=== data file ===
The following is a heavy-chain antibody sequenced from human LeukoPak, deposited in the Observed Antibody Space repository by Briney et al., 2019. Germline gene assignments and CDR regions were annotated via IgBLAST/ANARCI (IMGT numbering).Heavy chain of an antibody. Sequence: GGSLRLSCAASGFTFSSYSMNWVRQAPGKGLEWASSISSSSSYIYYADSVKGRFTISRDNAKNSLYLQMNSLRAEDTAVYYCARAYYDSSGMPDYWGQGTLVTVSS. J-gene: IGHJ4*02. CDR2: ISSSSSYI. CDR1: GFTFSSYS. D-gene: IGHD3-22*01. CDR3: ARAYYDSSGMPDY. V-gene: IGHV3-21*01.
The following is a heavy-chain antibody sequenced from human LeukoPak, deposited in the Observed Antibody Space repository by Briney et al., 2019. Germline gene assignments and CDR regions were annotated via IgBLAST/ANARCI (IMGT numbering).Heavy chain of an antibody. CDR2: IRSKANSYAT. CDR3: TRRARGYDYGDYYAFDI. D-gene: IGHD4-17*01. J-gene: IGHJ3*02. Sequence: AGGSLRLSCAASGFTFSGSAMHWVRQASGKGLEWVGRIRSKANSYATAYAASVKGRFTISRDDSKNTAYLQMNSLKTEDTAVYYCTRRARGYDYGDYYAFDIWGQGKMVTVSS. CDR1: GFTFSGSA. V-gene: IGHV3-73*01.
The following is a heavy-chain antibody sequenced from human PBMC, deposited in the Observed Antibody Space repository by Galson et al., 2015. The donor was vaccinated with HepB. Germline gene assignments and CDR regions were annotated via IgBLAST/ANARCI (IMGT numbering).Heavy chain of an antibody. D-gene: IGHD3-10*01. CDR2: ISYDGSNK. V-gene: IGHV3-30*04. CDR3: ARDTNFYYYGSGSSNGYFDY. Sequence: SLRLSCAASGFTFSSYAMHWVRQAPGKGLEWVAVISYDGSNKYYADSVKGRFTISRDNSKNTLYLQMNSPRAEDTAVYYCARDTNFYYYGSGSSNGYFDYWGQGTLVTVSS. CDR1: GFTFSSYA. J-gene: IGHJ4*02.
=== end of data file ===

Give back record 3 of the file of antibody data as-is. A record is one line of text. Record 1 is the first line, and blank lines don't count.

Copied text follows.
The following is a heavy-chain antibody sequenced from human PBMC, deposited in the Observed Antibody Space repository by Galson et al., 2015. The donor was vaccinated with HepB. Germline gene assignments and CDR regions were annotated via IgBLAST/ANARCI (IMGT numbering).Heavy chain of an antibody. D-gene: IGHD3-10*01. CDR2: ISYDGSNK. V-gene: IGHV3-30*04. CDR3: ARDTNFYYYGSGSSNGYFDY. Sequence: SLRLSCAASGFTFSSYAMHWVRQAPGKGLEWVAVISYDGSNKYYADSVKGRFTISRDNSKNTLYLQMNSPRAEDTAVYYCARDTNFYYYGSGSSNGYFDYWGQGTLVTVSS. CDR1: GFTFSSYA. J-gene: IGHJ4*02.